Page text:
Q: How did you decide on the settings for this story?
A: Like with Not If I See You First, I set A Tragic Kind Of Wonderful on the California coast, the former unspecified, and the latter just south of San Francisco, mainly because it's an area I know well. Deciding on spending most of the time in the characters' homes, at Mel's workplace, and on the beach, etc, came naturally as story points required.
Q: Why did you give Mel a part time job in an old people's home?
A: It's a part of my writing process that I design a lot of elements up front, set things in motion, and see how things go and build on what I write.
In A Tragic Kind Of Wonderful, the Silver Sands Suites where Mel works took on a lot of meaning, but it started because I wanted Mel to have frequent access to a close family friend, not a relative, who was a psychiatrist no longer in practice. This was to give her convenient short interactions about her mental health without the formality and appointment restrictions of speaking with her regular doctor.
Once I decided that this character, Dr. Jordan, would be a neighbor of Mel's grandmother, and that I wanted Mel to have frequent casual access to him - eg, not even need to walk down the street and knock on his door - it came from there that he was in the same retirement home as her grandmother, which Mel would visit frequently, and ultimately come to work for. The rest of how Mel's job supports the story came naturally after that.
Q: What was your favourite moment to write about?
A: It's hard to say what parts of my stories I enjoy writing about the most because of how I feel while writing. If something I wrote makes many readers cry, or even just feel like crying, believe me, I literally cried while writing it.
I enjoy fiction - books, movies, plays, all of it - because of the emotions it makes me feel, and not just the happy ones. When my main character is crying and heartbroken, so am I, and that's what I'm in this for...but do I enjoy it? No way. I feel terrible at those times, just like the character does.
But the lows amplify the highs (and vice versa) and it's all part of the whole. I do enjoy writing the happy moments a lot, but I find writing the sad moments just as rewarding. And because they all play important roles in the ultimate taste of the soup, so to speak, I have to say that the whole is my favorite, not any one ingredient. I know that sounds like a cop out, but it's how I truly feel.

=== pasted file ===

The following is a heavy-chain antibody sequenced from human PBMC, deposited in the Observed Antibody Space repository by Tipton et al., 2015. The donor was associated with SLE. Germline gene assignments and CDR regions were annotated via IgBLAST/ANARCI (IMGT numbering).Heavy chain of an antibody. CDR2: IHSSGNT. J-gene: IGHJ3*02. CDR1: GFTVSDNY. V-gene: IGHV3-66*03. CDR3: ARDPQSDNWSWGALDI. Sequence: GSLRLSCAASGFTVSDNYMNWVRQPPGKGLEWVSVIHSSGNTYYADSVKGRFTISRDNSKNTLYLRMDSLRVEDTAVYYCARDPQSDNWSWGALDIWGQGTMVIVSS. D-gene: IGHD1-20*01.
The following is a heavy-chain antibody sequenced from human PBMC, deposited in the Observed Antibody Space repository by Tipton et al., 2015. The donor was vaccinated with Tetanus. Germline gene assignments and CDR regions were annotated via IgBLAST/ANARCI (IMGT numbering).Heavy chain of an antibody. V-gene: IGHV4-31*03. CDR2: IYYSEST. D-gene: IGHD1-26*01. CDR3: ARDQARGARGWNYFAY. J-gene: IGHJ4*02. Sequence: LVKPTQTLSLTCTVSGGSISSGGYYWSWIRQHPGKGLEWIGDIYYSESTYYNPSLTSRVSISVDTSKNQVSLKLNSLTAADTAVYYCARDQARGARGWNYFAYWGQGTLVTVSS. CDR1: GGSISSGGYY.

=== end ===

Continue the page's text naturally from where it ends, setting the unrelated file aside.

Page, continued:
Q: Would you ever want to return to Mel's story and to follow up on her and David, or do you feel her story is told?
A: No one's story is ever over, but there are other stories waiting their turn and would get upset if Mel or Parker got to go again before they got a turn.
I have many other characters bottled up inside putting pressure on me to tell their stories, but we'll see. After a few more books, a voice from the past might get loud enough to come to the front of the line again...
Q: What are you working on now?
A: My process is kind of like inventing characters, settings, barriers, an instigating conflict, and then running improv sessions; so I can't say what I'm writing next till I get further along and find out myself. But it's YA. I have a hard time imagining writing anything else.
Q: What kind of YA literature do you find particularly inspiring, and do you have some top YA recommendations?
A: I like stories where the characters are especially interesting - which to me usually means they are somewhat larger-than-life, or in unusually challenging circumstances, but real in that they have behave believably and have flaws. And I like those flaws to be the kinds of things we see in those around us all the time, not character defects artificially maintained for the writer's convenience; eg, having a character be clueless for comedic effect in ways that wouldn't be sustainable in real life. I also particularly enjoy reading about characters who make tough choices that I think I wouldn't be brave enough to make.
Q: Can you give us some tips for young writers?
A: Reading books and thinking about why they were written the way they were is important. Reading books about how to write is good. Taking classes can be good, too. But the most important thing is to write, and write a lot.
We learn by doing, and redoing, and doing again. If you're not writing now because you don't know what to write, or how to do it, then you might not actually want to write. Maybe you want to be a famous author, which isn't the same as being a writer.
If you truly want to write, you're already writing now, and the question is how to become a better writer. Writers start off writing badly, and the more they write, and think about technique, the better they get.
If you want to be a writer but haven't written anything yet that wasn't a school assignment, sit down today and write a story, just a few pages long, about anything. About sitting next to someone you don't know in the cafeteria. About what happens to an orange after it's bought by from a market. Anything. When you reach THE END, do you want to make changes to make the story better? Or write a different story now that you know what it's like? Then do it.
Olympic swimmers do laps, a lot of them, every day. Writers write. So write, or go find what you really do want to do. Don't just wonder what to do or how to do it. Do it. That will unlock the rest
Q: What would be your favourite way to spend a free day?
A: What makes a free day wonderful to me is that I have no plans for anything to do that day, so I also don't make plans myself; I just go where the day takes me. If it's not writing, I read, work on online puzzlehunts, fold origami, hike, play video games, and sometimes binge watch TV.